| Dec 12, 2019

5 Steps for Negotiating a Commercial Real Estate Lease

Taking on a commercial lease is a major step for a small business owner and requires a great deal of planning. It’s also an exciting step that offers substantial benefits.
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By Meg Epstein |

<1 minutes

Taking on a commercial lease is a major step for a small business owner and requires a great deal of planning. It’s also an exciting step that offers substantial benefits.

The first thing you need to know is that commercial real estate lease agreements are written to benefit the landlord. It’s the tenant’s responsibility to negotiate the lease terms to better serve their interests. In most cases, the commercial leasing agent or landlord will expect some modifications to the agreement before it’s finalized, so you’re not outside the bounds of normalcy to request changes.

There are five steps to take to negotiate a smart and beneficial commercial real estate lease.

Step 1: Set the Negotiation Stage

The first step in negotiating a commercial property lease that suits your business is to research the real estate market. When you know what’s available, how much it’s being leased for, and the types of options currently offered in the market, you’re in a position of strength.

While anyone can do this type of research on their own, it helps when an experienced broker does it, and offers the best options in a given market. A broker can also offer useful information about the location and market that will help you, the tenant, negotiate a more favorable deal.

Step 2: Research Rental Rates

It’s in your business’s best interest to know what the going rates are in your area, in order to negotiate a fair deal. While the initial security deposit(s) and rent amount will be clearly specified at the beginning, it’s also important to address rent increases and how they’ll be handled. Most landlords like to increase the rent annually, but many are willing to cap those increases at a certain limit, so the rent stays affordable.

A savvy renter may be able to work out a deal where the rent doesn’t increase if they agree to a longer term, or if they make improvements to the property. It’s never a bad idea to throw an offer out there and find a way to mitigate rent increases.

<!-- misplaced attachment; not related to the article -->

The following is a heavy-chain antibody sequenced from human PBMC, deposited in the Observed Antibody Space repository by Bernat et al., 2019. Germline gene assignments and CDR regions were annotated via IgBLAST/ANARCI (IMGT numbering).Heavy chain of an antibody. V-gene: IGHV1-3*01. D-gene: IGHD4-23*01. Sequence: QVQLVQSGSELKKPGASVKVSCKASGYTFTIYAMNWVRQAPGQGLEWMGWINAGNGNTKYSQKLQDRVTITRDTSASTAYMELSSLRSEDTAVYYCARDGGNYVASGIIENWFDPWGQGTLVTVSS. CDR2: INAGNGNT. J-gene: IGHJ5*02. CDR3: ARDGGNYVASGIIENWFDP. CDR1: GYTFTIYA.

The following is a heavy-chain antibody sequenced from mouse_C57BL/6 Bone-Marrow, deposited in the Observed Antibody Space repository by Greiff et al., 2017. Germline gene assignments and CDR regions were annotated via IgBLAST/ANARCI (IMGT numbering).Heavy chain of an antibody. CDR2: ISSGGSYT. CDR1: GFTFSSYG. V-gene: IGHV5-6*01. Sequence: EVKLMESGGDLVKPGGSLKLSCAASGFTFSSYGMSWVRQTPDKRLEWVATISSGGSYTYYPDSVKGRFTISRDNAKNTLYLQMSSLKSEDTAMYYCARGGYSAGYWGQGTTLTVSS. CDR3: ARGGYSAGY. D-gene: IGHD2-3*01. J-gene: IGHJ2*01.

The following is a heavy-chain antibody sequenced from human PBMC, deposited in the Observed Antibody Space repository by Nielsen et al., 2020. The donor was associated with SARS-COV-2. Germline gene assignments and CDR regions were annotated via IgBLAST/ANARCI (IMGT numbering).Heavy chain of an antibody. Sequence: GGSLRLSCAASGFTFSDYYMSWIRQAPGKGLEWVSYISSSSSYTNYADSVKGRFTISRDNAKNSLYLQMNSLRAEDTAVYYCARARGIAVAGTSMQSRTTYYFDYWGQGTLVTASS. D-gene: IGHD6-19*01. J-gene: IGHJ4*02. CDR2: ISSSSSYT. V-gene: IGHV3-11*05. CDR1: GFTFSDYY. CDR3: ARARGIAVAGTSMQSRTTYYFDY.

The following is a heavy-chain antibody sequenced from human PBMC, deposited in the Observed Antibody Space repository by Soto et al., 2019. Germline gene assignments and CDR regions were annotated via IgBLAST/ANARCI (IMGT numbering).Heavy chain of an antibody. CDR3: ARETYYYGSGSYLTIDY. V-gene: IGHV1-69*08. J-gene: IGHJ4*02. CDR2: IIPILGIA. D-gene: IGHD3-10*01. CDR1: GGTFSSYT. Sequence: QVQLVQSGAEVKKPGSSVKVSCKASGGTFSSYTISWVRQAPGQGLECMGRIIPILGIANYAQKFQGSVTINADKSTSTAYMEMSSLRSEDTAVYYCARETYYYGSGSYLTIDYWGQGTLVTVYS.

Step 3: Find Hidden & Additional Costs

Monthly rent isn’t the only cost associated with leasing a commercial property. Some commercial leases cover everything, including utilities, maintenance, repairs, and even cleaning. In other cases, the monthly rent is solely for the space; the tenant is responsible for paying for everything else.

In addition, some leases only cover certain aspects and not others. It’s important to thoroughly read the lease terms to avoid any hidden or additional costs that weren’t made obvious.


Step 4: Consider the Lease Length

When it comes to a commercial lease, every aspect should be carefully considered, including the length of the agreement. New and small businesses that need space but aren’t location-dependent do well with commercial lease terms of one to two years, with an option to renew. This helps you manage costs and get to know the market before plunging into a long-term lease.

Businesses that are location-dependent, such as restaurants or tourist attractions, require spaces with long-term lease terms (sometimes 10 years or more). If this applies to you, as with any contract, it’s important to read the fine print and make sure that the initial lease term and renewal options are acceptable and beneficial to you and your company.

Step 5: Tenant Benefit Negotiations

Lease agreements are fairly standardized and always created by the landlord with their own benefit in mind. That doesn’t mean they’re not willing to modify a lease to suit the tenant’s needs. For example, if there are other commercial spaces for rent on the property, a tenant might ask for a clause restricting other businesses similar to theirs from renting. Or you can add a clause that allows you to sublease the property if you decide to move or close the business before the lease ends.

It’s also possible for a tenant to negotiate landlord improvements to the property prior to moving in. It’s important to keep in mind that landlords need tenants (they need you just as much as you need them), and they rarely turn down reasonable tenant requests when writing up a lease agreement.

Moving forward

Negotiating a favorable commercial lease agreement as a small business is a challenge, but it’s quite doable. It’s really all about understanding the commercial real estate market in your area and working with that information to find the perfect property with the right terms.

The critical thing to remember is that you have agency. You’re not helpless and you don’t have to just take what’s given. Tenants who enter into a commercial lease without taking the time to counter the landlord’s offers often find that the lease ultimately doesn’t benefit their business. Those that do negotiate, however, improve the odds that their business will not only succeed in that location, but will thrive.

Meg Epstein

Founder & CEO, CA South Development

Meg Epstein is a commercial real-estate developer & visionary based in Nashville. She is Founder & CEO of CA South Development view profile



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